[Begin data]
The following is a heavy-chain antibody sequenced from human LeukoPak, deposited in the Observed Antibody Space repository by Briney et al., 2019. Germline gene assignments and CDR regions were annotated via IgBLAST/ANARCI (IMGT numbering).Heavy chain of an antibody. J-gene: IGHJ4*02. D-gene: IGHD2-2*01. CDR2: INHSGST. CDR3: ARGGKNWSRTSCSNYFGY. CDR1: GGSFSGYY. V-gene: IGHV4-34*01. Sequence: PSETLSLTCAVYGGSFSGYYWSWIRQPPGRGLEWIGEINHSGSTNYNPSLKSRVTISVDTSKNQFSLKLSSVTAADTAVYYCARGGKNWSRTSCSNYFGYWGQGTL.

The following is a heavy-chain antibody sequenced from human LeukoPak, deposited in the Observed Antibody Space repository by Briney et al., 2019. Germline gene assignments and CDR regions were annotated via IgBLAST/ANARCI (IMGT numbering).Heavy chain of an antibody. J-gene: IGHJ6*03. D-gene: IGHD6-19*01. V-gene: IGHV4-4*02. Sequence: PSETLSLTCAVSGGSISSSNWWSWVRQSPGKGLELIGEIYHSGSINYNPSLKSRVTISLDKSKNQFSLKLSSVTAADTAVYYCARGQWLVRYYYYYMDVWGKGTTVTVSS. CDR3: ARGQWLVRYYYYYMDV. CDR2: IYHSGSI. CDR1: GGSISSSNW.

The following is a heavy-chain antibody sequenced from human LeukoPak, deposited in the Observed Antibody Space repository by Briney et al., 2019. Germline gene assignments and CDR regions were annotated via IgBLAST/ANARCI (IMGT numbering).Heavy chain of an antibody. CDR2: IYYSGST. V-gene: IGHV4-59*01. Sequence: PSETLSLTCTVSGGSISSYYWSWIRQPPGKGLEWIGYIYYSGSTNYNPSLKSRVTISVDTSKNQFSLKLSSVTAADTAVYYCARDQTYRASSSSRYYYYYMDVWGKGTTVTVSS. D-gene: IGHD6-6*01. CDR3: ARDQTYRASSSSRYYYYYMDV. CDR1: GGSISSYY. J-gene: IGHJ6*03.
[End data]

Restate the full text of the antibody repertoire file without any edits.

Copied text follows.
The following is a heavy-chain antibody sequenced from human LeukoPak, deposited in the Observed Antibody Space repository by Briney et al., 2019. Germline gene assignments and CDR regions were annotated via IgBLAST/ANARCI (IMGT numbering).Heavy chain of an antibody. J-gene: IGHJ4*02. D-gene: IGHD2-2*01. CDR2: INHSGST. CDR3: ARGGKNWSRTSCSNYFGY. CDR1: GGSFSGYY. V-gene: IGHV4-34*01. Sequence: PSETLSLTCAVYGGSFSGYYWSWIRQPPGRGLEWIGEINHSGSTNYNPSLKSRVTISVDTSKNQFSLKLSSVTAADTAVYYCARGGKNWSRTSCSNYFGYWGQGTL.

The following is a heavy-chain antibody sequenced from human LeukoPak, deposited in the Observed Antibody Space repository by Briney et al., 2019. Germline gene assignments and CDR regions were annotated via IgBLAST/ANARCI (IMGT numbering).Heavy chain of an antibody. J-gene: IGHJ6*03. D-gene: IGHD6-19*01. V-gene: IGHV4-4*02. Sequence: PSETLSLTCAVSGGSISSSNWWSWVRQSPGKGLELIGEIYHSGSINYNPSLKSRVTISLDKSKNQFSLKLSSVTAADTAVYYCARGQWLVRYYYYYMDVWGKGTTVTVSS. CDR3: ARGQWLVRYYYYYMDV. CDR2: IYHSGSI. CDR1: GGSISSSNW.

The following is a heavy-chain antibody sequenced from human LeukoPak, deposited in the Observed Antibody Space repository by Briney et al., 2019. Germline gene assignments and CDR regions were annotated via IgBLAST/ANARCI (IMGT numbering).Heavy chain of an antibody. CDR2: IYYSGST. V-gene: IGHV4-59*01. Sequence: PSETLSLTCTVSGGSISSYYWSWIRQPPGKGLEWIGYIYYSGSTNYNPSLKSRVTISVDTSKNQFSLKLSSVTAADTAVYYCARDQTYRASSSSRYYYYYMDVWGKGTTVTVSS. D-gene: IGHD6-6*01. CDR3: ARDQTYRASSSSRYYYYYMDV. CDR1: GGSISSYY. J-gene: IGHJ6*03.